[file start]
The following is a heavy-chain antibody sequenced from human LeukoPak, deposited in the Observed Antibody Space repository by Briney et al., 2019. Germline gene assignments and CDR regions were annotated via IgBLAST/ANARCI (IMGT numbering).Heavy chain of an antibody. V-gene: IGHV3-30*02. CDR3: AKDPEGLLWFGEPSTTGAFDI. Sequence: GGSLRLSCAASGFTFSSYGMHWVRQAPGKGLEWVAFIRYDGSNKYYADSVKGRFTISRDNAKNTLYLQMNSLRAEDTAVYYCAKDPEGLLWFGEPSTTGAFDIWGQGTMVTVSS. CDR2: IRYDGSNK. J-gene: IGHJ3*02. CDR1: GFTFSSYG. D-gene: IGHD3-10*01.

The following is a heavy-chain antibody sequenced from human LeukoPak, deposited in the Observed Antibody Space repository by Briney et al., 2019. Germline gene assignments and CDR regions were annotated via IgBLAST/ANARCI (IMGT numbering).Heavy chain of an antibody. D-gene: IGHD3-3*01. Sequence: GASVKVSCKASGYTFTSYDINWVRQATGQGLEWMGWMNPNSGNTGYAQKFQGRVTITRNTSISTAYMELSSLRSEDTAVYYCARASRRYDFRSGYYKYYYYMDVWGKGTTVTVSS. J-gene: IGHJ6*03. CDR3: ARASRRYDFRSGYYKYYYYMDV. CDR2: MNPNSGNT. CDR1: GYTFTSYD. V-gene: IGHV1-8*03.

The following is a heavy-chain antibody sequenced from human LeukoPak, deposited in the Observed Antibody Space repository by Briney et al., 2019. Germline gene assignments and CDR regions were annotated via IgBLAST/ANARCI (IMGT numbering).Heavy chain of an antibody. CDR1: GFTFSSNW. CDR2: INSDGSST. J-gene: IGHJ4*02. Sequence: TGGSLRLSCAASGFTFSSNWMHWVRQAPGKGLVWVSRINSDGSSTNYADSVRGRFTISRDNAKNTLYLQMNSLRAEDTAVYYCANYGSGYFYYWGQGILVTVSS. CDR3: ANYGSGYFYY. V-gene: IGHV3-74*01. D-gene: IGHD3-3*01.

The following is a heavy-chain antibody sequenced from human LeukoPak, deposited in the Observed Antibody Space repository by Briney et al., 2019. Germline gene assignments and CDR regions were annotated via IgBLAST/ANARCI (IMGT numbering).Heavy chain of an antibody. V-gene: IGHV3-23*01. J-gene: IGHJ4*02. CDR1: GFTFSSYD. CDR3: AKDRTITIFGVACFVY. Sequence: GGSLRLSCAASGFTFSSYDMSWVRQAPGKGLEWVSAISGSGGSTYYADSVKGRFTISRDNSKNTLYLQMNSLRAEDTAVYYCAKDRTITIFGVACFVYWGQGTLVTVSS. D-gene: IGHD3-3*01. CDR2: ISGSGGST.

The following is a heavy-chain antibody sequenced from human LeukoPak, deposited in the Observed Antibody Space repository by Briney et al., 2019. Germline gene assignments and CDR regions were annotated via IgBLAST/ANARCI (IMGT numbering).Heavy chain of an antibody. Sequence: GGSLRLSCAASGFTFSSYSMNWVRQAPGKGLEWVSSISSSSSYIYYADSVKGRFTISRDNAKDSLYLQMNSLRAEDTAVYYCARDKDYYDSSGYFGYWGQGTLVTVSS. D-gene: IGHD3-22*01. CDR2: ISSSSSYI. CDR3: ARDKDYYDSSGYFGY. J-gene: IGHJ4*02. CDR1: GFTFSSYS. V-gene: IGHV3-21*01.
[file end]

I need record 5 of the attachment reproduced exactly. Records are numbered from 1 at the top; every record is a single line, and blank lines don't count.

The following is a heavy-chain antibody sequenced from human LeukoPak, deposited in the Observed Antibody Space repository by Briney et al., 2019. Germline gene assignments and CDR regions were annotated via IgBLAST/ANARCI (IMGT numbering).Heavy chain of an antibody. Sequence: GGSLRLSCAASGFTFSSYSMNWVRQAPGKGLEWVSSISSSSSYIYYADSVKGRFTISRDNAKDSLYLQMNSLRAEDTAVYYCARDKDYYDSSGYFGYWGQGTLVTVSS. D-gene: IGHD3-22*01. CDR2: ISSSSSYI. CDR3: ARDKDYYDSSGYFGY. J-gene: IGHJ4*02. CDR1: GFTFSSYS. V-gene: IGHV3-21*01.